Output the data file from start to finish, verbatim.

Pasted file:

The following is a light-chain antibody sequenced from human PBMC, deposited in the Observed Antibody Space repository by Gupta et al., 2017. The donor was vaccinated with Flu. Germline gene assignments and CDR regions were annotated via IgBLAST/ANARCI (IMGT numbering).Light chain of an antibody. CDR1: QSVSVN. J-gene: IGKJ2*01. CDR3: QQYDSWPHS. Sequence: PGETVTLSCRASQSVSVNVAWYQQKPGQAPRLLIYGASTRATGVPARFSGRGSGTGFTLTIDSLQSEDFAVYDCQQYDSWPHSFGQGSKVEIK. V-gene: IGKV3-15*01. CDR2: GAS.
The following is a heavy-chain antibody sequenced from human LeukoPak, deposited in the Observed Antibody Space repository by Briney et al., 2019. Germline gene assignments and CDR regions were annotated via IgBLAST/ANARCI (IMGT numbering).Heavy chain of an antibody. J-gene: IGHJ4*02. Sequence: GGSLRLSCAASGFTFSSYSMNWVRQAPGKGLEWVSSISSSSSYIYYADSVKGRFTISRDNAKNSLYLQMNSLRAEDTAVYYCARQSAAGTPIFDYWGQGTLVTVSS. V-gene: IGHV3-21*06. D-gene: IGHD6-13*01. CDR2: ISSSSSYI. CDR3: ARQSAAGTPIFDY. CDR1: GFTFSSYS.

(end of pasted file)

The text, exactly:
The following is a light-chain antibody sequenced from human PBMC, deposited in the Observed Antibody Space repository by Gupta et al., 2017. The donor was vaccinated with Flu. Germline gene assignments and CDR regions were annotated via IgBLAST/ANARCI (IMGT numbering).Light chain of an antibody. CDR1: QSVSVN. J-gene: IGKJ2*01. CDR3: QQYDSWPHS. Sequence: PGETVTLSCRASQSVSVNVAWYQQKPGQAPRLLIYGASTRATGVPARFSGRGSGTGFTLTIDSLQSEDFAVYDCQQYDSWPHSFGQGSKVEIK. V-gene: IGKV3-15*01. CDR2: GAS.
The following is a heavy-chain antibody sequenced from human LeukoPak, deposited in the Observed Antibody Space repository by Briney et al., 2019. Germline gene assignments and CDR regions were annotated via IgBLAST/ANARCI (IMGT numbering).Heavy chain of an antibody. J-gene: IGHJ4*02. Sequence: GGSLRLSCAASGFTFSSYSMNWVRQAPGKGLEWVSSISSSSSYIYYADSVKGRFTISRDNAKNSLYLQMNSLRAEDTAVYYCARQSAAGTPIFDYWGQGTLVTVSS. V-gene: IGHV3-21*06. D-gene: IGHD6-13*01. CDR2: ISSSSSYI. CDR3: ARQSAAGTPIFDY. CDR1: GFTFSSYS.